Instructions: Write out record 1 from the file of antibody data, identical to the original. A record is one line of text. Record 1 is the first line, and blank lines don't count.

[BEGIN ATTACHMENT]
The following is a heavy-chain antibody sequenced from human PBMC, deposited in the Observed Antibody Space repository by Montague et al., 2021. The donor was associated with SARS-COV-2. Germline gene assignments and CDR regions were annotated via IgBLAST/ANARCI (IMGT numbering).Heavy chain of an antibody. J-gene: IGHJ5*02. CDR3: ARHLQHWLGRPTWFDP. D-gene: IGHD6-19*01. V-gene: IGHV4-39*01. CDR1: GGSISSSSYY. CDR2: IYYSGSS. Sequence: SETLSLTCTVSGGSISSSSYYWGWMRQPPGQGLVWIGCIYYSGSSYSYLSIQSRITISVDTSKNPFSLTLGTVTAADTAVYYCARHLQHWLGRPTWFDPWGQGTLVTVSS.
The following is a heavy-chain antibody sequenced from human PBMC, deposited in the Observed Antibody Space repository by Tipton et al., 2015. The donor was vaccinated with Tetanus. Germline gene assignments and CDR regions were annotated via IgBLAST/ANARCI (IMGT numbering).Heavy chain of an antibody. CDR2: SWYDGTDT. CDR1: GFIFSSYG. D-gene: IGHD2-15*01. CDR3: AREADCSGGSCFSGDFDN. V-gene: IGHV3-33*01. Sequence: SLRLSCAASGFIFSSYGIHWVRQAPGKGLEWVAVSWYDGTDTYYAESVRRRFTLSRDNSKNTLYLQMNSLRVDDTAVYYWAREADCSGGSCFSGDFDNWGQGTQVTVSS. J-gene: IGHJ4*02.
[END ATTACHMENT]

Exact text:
The following is a heavy-chain antibody sequenced from human PBMC, deposited in the Observed Antibody Space repository by Montague et al., 2021. The donor was associated with SARS-COV-2. Germline gene assignments and CDR regions were annotated via IgBLAST/ANARCI (IMGT numbering).Heavy chain of an antibody. J-gene: IGHJ5*02. CDR3: ARHLQHWLGRPTWFDP. D-gene: IGHD6-19*01. V-gene: IGHV4-39*01. CDR1: GGSISSSSYY. CDR2: IYYSGSS. Sequence: SETLSLTCTVSGGSISSSSYYWGWMRQPPGQGLVWIGCIYYSGSSYSYLSIQSRITISVDTSKNPFSLTLGTVTAADTAVYYCARHLQHWLGRPTWFDPWGQGTLVTVSS.